An Angus councillor hoping to stamp out dog fouling has been told mobile CCTV cannot be brought into the fight because it would be an intrusion into the privacy of locals.
Montrose Independent Tommy Stewart said he was surprised to be told the problem is not regarded as a serious enough crime to bring in temporary cameras to catch offenders.
Residents in one local hotspot have now told him they plan to buy their own cameras to try to film those who let their pets foul paths and gardens on a daily basis.
“This is the bane of many people’s lives and we as councillors get it constantly from local people about how much of a problem it is,” said Mr Stewart.
“CCTV is supposed to be there to assist help catch incidents of criminal activity. It’s used for things like anti-social behaviour, but apparently this isn’t serious enough to put up temporary cameras that could have acted as a deterrent.
“It’s costing the council an absolute fortune to put people out and clean up after dog owners who won’t do it themselves.
“Yes, there are wardens, but unless they actually catch people when it is happening then it is very difficult to fine them.
“Many times, I have seen someone walking their dog off the lead and they are 20 or 30 yards in front of the dog, completely oblivious to what it has done.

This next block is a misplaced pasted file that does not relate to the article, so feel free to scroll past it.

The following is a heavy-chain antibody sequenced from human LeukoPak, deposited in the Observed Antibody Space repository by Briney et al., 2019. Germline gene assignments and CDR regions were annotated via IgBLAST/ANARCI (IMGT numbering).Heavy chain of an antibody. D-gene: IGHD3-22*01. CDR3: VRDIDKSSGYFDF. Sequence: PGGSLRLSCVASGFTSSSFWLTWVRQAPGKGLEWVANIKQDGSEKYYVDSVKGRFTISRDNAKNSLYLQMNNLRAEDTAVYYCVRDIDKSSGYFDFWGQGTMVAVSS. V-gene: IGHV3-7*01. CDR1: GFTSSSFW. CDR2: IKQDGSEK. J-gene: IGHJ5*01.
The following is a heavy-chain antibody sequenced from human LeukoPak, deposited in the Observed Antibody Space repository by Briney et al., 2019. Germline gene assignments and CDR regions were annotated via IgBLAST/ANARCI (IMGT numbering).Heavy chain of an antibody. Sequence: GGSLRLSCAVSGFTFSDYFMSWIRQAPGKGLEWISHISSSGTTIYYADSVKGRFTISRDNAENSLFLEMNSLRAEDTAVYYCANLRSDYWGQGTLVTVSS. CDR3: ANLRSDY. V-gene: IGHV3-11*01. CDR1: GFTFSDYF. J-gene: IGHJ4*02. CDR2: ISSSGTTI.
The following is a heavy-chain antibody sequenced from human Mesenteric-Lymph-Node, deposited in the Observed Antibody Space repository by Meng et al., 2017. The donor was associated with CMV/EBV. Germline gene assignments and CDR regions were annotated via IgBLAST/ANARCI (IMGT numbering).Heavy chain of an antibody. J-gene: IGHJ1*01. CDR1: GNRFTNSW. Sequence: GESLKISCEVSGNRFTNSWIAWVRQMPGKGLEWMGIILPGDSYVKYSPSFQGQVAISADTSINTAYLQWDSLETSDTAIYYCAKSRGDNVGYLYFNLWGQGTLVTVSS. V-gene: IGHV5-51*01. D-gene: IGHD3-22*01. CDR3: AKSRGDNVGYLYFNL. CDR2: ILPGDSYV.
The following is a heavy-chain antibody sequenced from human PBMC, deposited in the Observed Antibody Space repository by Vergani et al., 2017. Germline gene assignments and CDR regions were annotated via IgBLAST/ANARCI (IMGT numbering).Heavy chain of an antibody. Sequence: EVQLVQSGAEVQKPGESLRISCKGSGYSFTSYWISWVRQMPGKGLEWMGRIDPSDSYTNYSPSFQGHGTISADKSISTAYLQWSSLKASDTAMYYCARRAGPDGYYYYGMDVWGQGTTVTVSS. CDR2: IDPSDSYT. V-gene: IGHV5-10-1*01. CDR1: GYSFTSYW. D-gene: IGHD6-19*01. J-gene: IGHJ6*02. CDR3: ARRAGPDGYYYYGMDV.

“The area around Wellington Place, Links Avenue and Union Street is terrible – it’s like a circuit – but it’s a problem that is all over.
“If you go up to the beach area you can hardly go three or four yards without seeing a pile.”
He added: “I have always said the dogs owners have to take responsibility and I think if they had their dog on a lead they would know if it has stopped. But I would have hoped we could use CCTV to try and catch those who are letting this happen all the time.”
An Angus Council spokesperson said: “We recognise that dog fouling is both a danger to health and unpleasant.
“While using CCTV for covert surveillance is possible, the council will have to comply with the requirements of the Regulation of Investigatory Powers (Scotland) Act 2000.
“To this end, we have to justify the potential for significant intrusion into the private lives of members of the public caused by being filmed within the vicinity. As such, we currently aim to tackle the scourge of dog fouling through other measures.”
The spokesperson added: “While the majority of dog owners behave responsibly and pick up after their dogs, there are a minority who do not.
“We work closely with community groups and environmental health teams to raise awareness across the county.
“We’re also committed to campaigns such as ‘any bin will do’ which highlights that dog fouling can be disposed of in any general waste bin. We also ask the public to report anyone who they see not cleaning up after their dog.”